“Earth” is commendable for not only casting actors who followed the same religion as their characters but also for casting a dark-skinned Indian girl to play Shanta. The main plot that devises a socially affluent Ayah in both “Cracking India” and “Earth” is surprising given that a woman of her class would usually not have free range to spend the majority of her time socializing.
One thing is for certain; Ayah’s body is seen as a symbol of land, wanted by various ethnic and religious groups. Her name, Shanta, means peace after all. She has a knack of averting political tension to keep her group intact; when Ice-Candy man asked her why, as a Hindu, she wears saris instead of Punjabi shalwar-kamize she quickly answered that it helps her make more money. The tragic end to Ayah’s existence in the story is symbolic of the violence erupting all around.
“Cracking India” and “Earth” employ narratives that strip female characters of their agency, render them as victims, or depict them losing something; Lenny and her mother deal with Ayah’s abduction, Ayah ceases will over her own life, and Papoo loses her livelihood as a child.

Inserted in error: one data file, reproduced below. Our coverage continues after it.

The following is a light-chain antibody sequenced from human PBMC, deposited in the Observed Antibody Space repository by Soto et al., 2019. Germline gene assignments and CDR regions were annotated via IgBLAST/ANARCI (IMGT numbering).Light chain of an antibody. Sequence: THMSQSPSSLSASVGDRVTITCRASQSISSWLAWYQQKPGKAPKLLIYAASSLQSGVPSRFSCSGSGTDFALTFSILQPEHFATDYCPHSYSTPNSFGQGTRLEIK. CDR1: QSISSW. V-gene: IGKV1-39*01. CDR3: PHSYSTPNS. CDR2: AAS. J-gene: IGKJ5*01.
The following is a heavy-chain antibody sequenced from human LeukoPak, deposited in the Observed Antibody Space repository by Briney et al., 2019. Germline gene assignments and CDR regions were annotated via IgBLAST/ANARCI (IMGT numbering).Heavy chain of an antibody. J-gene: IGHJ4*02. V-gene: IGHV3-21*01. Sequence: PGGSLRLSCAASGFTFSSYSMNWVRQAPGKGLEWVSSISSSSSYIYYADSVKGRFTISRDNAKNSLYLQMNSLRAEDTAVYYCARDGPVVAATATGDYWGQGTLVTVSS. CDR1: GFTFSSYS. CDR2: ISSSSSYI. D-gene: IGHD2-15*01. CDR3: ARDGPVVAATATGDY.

Closely reading Sidhwa’s book and watching Mehta’s film not only highlights the differences between a first person and third person adult perspective but also illustrates thematic differences in including empowered women. While Sidhwa constructed a vision that revered women as more than just collateral damage, Mehta’s adaptation leaves little to no room for female power. Furthermore, Mehta’s traditional analysis of feminism dictates representation as merely performative and hinders her ability to showcase Sidhwa’s novel apart from the heterosexual nationalist violence.